*Starred Review* Since their mother's death, six years ago, 12-year-old Sadie Kane has lived in London with her maternal grandparents while her older brother, 14-year-old Carter, has traveled the world with their father, a renowned African American Egyptologist. In London on Christmas Eve for a rare evening together, Carter and Sadie accompany their dad to the British Museum, where he blows up the Rosetta Stone in summoning an Egyptian god. Unleashed, the vengeful god overpowers and entombs him, but Sadie and Carter escape. Initially determined to rescue their father, their mission expands to include understanding their hidden magical powers as the descendants of the pharaohs and taking on the ancient forces bent on destroying mankind. The first-person narrative shifts between Carter and Sadie, giving the novel an intriguing dual perspective made more complex by their biracial heritage and the tension between the siblings, who barely know each other at the story's beginning. The first volume in the Kane Chronicles, this fantasy adventure delivers what fans loved about the Percy Jackson and the Olympians series: young protagonists with previously unsuspected magical powers, a riveting story marked by headlong adventure, a complex background rooted in ancient mythology, and wry, witty twenty-first-century narration. The last pages contain a clever twist that will leave readers secretly longing to open their lockers at the start of school.--Phelan, Carolyn Copyright 2010 Booklist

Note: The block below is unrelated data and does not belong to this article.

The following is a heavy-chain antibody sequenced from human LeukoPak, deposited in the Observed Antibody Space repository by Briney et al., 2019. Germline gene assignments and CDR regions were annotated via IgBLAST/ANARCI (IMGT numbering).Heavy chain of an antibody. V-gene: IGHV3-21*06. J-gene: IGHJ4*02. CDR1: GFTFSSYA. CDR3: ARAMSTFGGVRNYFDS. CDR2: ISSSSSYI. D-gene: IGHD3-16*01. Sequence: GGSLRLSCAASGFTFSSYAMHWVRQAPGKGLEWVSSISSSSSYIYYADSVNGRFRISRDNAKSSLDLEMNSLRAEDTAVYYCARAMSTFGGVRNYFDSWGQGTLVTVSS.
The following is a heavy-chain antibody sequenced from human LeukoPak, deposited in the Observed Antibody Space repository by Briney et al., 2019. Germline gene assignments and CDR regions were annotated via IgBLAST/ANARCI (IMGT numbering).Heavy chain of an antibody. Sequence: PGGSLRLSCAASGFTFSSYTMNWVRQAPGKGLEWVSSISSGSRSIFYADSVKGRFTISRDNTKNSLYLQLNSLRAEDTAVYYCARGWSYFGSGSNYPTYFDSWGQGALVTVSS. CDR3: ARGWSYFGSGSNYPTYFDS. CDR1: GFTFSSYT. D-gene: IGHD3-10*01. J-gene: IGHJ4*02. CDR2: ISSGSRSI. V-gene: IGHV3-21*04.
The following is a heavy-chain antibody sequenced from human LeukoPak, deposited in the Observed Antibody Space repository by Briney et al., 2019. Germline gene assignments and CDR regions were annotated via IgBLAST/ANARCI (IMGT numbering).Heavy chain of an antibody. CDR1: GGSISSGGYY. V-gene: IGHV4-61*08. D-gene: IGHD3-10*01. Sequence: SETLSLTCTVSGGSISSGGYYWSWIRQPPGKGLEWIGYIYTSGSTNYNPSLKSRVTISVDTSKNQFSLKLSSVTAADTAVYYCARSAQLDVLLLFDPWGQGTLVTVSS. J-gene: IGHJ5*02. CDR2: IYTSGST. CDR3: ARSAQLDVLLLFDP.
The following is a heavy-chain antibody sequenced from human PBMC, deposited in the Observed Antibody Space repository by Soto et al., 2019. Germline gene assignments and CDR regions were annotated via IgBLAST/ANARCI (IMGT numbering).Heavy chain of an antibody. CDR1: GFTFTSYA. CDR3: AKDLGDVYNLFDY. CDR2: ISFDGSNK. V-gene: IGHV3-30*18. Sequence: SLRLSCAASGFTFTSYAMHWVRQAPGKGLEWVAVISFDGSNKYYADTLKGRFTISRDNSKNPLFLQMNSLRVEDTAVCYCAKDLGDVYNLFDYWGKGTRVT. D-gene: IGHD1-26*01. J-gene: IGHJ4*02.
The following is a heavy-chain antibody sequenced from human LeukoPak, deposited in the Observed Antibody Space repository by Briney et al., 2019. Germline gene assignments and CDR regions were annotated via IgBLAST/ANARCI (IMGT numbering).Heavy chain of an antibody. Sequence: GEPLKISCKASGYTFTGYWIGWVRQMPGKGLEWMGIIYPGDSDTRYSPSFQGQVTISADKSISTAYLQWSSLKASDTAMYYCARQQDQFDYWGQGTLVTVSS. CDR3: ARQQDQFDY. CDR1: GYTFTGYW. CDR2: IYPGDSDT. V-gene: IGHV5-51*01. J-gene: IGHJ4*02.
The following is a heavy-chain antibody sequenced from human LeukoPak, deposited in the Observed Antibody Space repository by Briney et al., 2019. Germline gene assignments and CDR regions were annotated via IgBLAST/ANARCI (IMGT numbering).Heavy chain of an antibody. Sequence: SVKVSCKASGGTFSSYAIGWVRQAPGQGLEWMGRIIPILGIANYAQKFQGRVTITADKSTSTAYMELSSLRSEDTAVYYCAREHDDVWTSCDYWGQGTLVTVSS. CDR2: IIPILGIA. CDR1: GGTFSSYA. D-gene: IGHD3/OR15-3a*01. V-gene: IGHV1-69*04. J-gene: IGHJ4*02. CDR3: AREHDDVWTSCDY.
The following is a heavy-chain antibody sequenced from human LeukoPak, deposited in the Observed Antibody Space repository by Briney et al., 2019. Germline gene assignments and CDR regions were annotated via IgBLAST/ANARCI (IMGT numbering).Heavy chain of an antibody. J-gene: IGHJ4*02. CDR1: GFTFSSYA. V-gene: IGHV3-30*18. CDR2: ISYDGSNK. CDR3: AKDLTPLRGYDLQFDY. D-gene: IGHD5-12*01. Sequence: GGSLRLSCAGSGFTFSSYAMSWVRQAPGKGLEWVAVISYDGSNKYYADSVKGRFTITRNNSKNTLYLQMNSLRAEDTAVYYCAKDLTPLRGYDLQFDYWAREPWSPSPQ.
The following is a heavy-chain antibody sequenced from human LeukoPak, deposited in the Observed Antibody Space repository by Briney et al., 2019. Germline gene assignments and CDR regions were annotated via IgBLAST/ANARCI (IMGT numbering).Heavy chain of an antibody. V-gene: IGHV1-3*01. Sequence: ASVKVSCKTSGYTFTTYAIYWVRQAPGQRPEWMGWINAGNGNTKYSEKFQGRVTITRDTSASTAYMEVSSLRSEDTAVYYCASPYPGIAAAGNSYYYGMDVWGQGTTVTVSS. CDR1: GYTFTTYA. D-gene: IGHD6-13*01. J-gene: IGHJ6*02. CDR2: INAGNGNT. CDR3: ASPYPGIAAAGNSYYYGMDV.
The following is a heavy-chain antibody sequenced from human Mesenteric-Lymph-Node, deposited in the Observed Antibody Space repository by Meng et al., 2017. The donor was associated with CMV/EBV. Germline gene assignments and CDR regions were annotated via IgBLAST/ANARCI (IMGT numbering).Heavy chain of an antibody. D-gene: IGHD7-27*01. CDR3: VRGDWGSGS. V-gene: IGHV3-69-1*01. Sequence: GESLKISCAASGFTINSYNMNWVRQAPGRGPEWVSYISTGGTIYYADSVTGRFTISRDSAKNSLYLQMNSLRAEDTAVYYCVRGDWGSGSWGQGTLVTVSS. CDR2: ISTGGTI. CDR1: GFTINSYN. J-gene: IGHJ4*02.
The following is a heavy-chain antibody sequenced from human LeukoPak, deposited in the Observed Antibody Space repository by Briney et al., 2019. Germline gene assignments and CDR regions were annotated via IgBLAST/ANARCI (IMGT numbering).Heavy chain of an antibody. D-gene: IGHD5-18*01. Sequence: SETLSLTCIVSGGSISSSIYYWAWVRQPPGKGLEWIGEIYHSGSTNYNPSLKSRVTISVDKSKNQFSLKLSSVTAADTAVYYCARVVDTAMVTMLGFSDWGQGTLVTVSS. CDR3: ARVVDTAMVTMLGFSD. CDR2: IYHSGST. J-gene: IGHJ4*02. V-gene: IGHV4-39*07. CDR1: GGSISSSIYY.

New York Review of Books Review